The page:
The optimisation and justification of procedures is vital when using CT as an imaging modality; particularly on children, who are more sensitive to ionising radiation than adults. Therefore, it is crucial that all those who use CT understand the physics behind the equipment and ultimately use this understanding to minimise the potential risks while maximising the potential benefits to each individual patient. Patients should also be informed of the risks and benefits of undergoing a CT scan. World-renowned experts will explain these issues in detail during a Special Focus Session at ECR 2013.
“Not all radiologists and technicians are aware of the latest dose reduction strategies. Some are not necessarily so well-informed and perhaps do not realise how important this is. We believe that it is a question of trying to get everybody to a certain level of knowledge and expertise,” said Dr. Catherine Owens, paediatric radiologist and CT unit lead at Great Ormond Street Children’s Hospital in London, U.K.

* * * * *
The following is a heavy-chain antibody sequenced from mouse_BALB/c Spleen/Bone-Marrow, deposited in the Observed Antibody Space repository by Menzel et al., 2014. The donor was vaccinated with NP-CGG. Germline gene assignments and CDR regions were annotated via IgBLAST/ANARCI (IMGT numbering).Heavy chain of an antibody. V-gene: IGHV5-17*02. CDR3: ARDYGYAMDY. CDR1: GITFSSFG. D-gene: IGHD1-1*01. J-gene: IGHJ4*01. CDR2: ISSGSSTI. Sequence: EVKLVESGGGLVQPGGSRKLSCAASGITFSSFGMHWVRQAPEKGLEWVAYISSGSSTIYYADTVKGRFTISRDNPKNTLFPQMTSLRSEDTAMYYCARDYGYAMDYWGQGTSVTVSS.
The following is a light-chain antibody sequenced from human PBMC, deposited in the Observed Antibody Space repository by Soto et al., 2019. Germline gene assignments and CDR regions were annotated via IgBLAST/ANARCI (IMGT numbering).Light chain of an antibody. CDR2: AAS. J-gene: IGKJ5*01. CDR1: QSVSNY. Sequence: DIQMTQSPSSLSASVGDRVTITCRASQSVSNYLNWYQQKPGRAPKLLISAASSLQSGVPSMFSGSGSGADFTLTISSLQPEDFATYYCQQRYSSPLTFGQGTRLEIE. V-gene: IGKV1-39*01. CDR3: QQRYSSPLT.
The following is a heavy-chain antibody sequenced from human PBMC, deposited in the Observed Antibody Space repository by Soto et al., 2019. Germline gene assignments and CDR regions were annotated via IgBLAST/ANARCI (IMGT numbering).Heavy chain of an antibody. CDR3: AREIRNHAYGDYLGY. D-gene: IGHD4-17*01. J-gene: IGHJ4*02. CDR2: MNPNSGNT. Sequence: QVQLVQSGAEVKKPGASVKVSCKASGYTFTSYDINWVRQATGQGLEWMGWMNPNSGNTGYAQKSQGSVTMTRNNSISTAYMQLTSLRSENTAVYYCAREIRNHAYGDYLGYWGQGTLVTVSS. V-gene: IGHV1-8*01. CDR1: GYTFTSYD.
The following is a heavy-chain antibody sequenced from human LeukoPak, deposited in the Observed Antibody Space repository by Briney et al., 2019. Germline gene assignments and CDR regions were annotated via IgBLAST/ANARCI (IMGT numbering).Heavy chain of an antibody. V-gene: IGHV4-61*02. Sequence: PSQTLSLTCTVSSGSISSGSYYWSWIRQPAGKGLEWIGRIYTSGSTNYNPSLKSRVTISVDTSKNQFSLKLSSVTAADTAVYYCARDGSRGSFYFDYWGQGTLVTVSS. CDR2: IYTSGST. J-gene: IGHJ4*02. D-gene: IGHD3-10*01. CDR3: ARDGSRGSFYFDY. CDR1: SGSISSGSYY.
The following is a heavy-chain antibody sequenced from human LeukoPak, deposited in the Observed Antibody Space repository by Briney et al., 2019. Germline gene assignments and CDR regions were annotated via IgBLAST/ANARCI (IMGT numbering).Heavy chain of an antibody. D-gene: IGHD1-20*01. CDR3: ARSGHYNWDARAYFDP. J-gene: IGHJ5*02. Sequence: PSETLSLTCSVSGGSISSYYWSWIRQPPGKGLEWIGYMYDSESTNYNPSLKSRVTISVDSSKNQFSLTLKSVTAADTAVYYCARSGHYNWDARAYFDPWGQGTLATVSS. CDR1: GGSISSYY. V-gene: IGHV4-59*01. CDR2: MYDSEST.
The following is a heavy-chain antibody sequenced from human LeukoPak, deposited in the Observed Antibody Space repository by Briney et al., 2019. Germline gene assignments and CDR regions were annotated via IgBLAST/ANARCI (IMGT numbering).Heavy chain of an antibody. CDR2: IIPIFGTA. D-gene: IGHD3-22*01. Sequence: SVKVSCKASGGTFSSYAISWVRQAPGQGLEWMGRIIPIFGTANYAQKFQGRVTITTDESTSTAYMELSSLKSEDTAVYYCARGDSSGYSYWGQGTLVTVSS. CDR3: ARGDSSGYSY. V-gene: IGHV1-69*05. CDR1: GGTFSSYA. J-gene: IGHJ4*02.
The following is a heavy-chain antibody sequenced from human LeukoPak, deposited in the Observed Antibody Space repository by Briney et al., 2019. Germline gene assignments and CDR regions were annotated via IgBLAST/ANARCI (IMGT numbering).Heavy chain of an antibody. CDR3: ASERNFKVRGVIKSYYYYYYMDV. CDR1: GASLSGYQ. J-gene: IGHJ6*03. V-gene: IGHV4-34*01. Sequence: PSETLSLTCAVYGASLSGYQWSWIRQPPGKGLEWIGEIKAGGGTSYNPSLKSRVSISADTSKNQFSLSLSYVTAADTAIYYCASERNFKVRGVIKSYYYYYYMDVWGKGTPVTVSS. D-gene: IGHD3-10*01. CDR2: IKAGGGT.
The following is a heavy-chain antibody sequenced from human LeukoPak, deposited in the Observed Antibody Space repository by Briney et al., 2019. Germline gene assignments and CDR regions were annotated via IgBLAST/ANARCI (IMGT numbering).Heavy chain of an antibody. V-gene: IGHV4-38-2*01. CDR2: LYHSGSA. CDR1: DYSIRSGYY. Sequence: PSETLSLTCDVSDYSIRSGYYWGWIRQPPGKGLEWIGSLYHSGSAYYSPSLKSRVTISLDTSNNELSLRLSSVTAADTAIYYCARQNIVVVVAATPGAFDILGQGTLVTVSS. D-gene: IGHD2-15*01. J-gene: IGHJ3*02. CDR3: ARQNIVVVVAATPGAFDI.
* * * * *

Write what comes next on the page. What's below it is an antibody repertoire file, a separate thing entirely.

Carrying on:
Heart disease affects a very large number of people worldwide, and the consequences can be serious and even lethal. Here, and perhaps more than in many other areas of medicine, imaging has helped to improve treatment and prevention. It does so by detecting the disease at an early stage, sometimes even before its emergence, especially in patients at risk of ischaemic heart disease.
Today, diagnosing cardiac patients has become routine for many radiologists. However, some of them may not know of recent developments in this field and they may need to refresh their knowledge. A panel of experts will update both general and specialised radiologists with the latest information available on cardiac imaging, during the dedicated Mini Course ‘Organs from A to Z: Heart’ at ECR 2013. After an introduction to heart anatomy and the main imaging protocols, the course will focus on valvular diseases and cardiomyopathies; two pathologies commonly encountered in radiology practices.